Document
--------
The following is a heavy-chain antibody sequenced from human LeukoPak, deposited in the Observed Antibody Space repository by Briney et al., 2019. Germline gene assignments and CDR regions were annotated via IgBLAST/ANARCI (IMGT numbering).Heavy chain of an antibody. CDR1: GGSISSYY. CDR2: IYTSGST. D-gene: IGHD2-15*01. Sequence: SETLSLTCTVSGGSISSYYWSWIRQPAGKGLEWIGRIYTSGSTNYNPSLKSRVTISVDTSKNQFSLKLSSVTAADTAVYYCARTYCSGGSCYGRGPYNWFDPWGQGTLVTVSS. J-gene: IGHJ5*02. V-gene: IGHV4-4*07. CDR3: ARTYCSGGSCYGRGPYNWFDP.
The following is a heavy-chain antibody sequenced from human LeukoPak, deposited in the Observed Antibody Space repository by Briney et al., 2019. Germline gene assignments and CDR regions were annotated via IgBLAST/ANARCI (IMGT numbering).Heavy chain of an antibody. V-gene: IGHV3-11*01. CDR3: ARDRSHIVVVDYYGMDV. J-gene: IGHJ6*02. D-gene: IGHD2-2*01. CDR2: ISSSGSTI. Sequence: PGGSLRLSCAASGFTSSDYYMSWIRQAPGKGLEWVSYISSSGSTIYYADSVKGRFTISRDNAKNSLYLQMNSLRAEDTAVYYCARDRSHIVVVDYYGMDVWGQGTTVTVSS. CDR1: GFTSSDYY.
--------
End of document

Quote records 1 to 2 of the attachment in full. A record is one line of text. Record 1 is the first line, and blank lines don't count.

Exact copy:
The following is a heavy-chain antibody sequenced from human LeukoPak, deposited in the Observed Antibody Space repository by Briney et al., 2019. Germline gene assignments and CDR regions were annotated via IgBLAST/ANARCI (IMGT numbering).Heavy chain of an antibody. CDR1: GGSISSYY. CDR2: IYTSGST. D-gene: IGHD2-15*01. Sequence: SETLSLTCTVSGGSISSYYWSWIRQPAGKGLEWIGRIYTSGSTNYNPSLKSRVTISVDTSKNQFSLKLSSVTAADTAVYYCARTYCSGGSCYGRGPYNWFDPWGQGTLVTVSS. J-gene: IGHJ5*02. V-gene: IGHV4-4*07. CDR3: ARTYCSGGSCYGRGPYNWFDP.
The following is a heavy-chain antibody sequenced from human LeukoPak, deposited in the Observed Antibody Space repository by Briney et al., 2019. Germline gene assignments and CDR regions were annotated via IgBLAST/ANARCI (IMGT numbering).Heavy chain of an antibody. V-gene: IGHV3-11*01. CDR3: ARDRSHIVVVDYYGMDV. J-gene: IGHJ6*02. D-gene: IGHD2-2*01. CDR2: ISSSGSTI. Sequence: PGGSLRLSCAASGFTSSDYYMSWIRQAPGKGLEWVSYISSSGSTIYYADSVKGRFTISRDNAKNSLYLQMNSLRAEDTAVYYCARDRSHIVVVDYYGMDVWGQGTTVTVSS. CDR1: GFTSSDYY.